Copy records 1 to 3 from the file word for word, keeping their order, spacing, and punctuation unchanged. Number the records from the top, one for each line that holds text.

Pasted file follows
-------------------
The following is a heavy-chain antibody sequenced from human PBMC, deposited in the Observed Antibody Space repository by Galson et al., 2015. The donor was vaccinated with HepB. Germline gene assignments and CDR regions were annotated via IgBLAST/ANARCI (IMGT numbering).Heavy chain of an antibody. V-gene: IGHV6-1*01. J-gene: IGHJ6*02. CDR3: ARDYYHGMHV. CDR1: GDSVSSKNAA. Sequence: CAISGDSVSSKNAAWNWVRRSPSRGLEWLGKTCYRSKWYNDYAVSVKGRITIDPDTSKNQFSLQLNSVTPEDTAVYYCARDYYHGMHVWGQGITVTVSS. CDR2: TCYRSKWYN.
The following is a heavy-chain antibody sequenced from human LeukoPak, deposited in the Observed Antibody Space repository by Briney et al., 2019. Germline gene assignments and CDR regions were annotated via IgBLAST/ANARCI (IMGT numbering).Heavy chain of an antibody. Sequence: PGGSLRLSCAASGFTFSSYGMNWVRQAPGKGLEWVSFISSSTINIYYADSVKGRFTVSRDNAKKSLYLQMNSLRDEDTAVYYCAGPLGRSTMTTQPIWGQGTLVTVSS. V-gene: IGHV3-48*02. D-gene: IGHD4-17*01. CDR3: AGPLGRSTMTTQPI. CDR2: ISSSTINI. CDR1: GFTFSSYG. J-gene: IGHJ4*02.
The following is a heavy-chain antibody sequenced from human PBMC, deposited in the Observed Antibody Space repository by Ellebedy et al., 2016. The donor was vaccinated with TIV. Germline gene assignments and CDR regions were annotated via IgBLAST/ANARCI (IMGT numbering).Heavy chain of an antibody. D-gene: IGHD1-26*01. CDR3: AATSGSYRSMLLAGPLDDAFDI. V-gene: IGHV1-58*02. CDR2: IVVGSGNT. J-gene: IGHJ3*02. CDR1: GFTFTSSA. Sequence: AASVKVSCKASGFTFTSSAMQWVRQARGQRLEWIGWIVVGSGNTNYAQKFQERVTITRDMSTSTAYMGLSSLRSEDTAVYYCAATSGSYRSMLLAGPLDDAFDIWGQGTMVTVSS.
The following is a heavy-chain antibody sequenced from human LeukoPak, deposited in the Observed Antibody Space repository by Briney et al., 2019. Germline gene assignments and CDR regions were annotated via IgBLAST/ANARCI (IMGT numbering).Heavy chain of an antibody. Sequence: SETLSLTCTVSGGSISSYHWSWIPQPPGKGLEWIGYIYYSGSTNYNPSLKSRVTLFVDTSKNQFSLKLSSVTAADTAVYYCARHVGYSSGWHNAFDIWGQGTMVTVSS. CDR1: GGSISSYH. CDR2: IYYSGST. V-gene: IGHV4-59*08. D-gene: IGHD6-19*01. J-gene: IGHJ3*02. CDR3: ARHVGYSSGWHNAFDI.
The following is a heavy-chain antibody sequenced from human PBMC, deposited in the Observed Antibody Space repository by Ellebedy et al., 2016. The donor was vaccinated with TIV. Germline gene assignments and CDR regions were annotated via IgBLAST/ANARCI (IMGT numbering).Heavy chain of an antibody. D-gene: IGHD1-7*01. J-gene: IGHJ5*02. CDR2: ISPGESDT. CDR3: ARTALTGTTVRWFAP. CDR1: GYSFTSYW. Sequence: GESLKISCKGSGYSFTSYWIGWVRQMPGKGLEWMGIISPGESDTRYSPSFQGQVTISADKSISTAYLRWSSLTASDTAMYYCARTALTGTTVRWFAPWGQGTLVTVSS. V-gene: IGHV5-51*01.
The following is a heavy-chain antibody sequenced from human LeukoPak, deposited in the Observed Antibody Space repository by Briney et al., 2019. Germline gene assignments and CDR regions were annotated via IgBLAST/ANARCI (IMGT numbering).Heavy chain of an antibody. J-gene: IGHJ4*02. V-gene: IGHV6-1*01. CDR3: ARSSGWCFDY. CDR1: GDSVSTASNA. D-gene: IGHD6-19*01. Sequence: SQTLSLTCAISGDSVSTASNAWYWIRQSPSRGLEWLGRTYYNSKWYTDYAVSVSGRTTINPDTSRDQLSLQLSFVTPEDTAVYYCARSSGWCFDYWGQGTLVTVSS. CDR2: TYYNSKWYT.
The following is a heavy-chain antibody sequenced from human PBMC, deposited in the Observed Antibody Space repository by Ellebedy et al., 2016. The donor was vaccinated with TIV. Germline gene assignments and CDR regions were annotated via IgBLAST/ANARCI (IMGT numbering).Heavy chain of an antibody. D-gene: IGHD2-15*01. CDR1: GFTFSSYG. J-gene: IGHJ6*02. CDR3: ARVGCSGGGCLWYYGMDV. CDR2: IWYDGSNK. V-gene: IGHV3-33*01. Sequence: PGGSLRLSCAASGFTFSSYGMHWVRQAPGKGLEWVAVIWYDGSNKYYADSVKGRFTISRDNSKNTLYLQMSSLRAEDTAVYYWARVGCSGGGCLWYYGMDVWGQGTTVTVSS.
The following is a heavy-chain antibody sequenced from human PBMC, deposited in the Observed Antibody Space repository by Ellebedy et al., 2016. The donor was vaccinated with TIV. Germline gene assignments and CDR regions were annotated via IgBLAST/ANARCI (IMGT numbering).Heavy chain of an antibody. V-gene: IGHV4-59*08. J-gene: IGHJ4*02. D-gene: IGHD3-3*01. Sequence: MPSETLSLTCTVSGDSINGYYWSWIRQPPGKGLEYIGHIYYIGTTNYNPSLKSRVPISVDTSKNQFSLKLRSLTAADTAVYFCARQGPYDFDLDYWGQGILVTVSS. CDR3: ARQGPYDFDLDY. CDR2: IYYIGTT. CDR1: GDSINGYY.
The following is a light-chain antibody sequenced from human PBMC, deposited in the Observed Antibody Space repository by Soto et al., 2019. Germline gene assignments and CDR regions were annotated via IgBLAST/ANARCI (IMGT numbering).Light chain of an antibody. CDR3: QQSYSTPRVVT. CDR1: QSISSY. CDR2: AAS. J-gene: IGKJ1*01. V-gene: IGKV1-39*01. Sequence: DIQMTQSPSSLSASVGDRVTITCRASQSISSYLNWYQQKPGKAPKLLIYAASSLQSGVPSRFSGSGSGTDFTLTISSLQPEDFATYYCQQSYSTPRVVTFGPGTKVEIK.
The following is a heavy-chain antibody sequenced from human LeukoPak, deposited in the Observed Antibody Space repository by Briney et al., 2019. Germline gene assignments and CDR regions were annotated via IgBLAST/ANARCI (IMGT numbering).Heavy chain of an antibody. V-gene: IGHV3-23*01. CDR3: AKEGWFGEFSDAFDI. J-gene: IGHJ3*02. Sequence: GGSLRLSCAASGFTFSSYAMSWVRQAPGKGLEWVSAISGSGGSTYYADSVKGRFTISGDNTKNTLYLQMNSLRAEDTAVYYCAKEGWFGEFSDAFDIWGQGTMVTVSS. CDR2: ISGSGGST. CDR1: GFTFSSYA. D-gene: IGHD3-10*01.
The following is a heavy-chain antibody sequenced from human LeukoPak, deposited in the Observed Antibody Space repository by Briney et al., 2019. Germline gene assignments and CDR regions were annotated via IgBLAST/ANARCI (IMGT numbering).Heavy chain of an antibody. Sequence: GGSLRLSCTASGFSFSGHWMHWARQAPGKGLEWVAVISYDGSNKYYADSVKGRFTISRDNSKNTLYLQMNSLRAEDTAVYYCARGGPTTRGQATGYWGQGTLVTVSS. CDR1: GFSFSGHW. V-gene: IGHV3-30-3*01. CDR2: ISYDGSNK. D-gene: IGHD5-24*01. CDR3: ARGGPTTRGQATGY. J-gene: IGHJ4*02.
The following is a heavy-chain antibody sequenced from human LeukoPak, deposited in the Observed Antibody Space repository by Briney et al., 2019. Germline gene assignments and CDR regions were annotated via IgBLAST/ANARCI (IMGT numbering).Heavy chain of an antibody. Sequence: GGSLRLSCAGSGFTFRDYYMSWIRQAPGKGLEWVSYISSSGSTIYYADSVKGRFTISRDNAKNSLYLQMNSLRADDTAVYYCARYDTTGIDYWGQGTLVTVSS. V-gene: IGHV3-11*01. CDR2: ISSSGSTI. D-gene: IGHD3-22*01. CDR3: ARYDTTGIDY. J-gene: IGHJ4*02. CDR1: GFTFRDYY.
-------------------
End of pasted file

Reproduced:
The following is a heavy-chain antibody sequenced from human PBMC, deposited in the Observed Antibody Space repository by Galson et al., 2015. The donor was vaccinated with HepB. Germline gene assignments and CDR regions were annotated via IgBLAST/ANARCI (IMGT numbering).Heavy chain of an antibody. V-gene: IGHV6-1*01. J-gene: IGHJ6*02. CDR3: ARDYYHGMHV. CDR1: GDSVSSKNAA. Sequence: CAISGDSVSSKNAAWNWVRRSPSRGLEWLGKTCYRSKWYNDYAVSVKGRITIDPDTSKNQFSLQLNSVTPEDTAVYYCARDYYHGMHVWGQGITVTVSS. CDR2: TCYRSKWYN.
The following is a heavy-chain antibody sequenced from human LeukoPak, deposited in the Observed Antibody Space repository by Briney et al., 2019. Germline gene assignments and CDR regions were annotated via IgBLAST/ANARCI (IMGT numbering).Heavy chain of an antibody. Sequence: PGGSLRLSCAASGFTFSSYGMNWVRQAPGKGLEWVSFISSSTINIYYADSVKGRFTVSRDNAKKSLYLQMNSLRDEDTAVYYCAGPLGRSTMTTQPIWGQGTLVTVSS. V-gene: IGHV3-48*02. D-gene: IGHD4-17*01. CDR3: AGPLGRSTMTTQPI. CDR2: ISSSTINI. CDR1: GFTFSSYG. J-gene: IGHJ4*02.
The following is a heavy-chain antibody sequenced from human PBMC, deposited in the Observed Antibody Space repository by Ellebedy et al., 2016. The donor was vaccinated with TIV. Germline gene assignments and CDR regions were annotated via IgBLAST/ANARCI (IMGT numbering).Heavy chain of an antibody. D-gene: IGHD1-26*01. CDR3: AATSGSYRSMLLAGPLDDAFDI. V-gene: IGHV1-58*02. CDR2: IVVGSGNT. J-gene: IGHJ3*02. CDR1: GFTFTSSA. Sequence: AASVKVSCKASGFTFTSSAMQWVRQARGQRLEWIGWIVVGSGNTNYAQKFQERVTITRDMSTSTAYMGLSSLRSEDTAVYYCAATSGSYRSMLLAGPLDDAFDIWGQGTMVTVSS.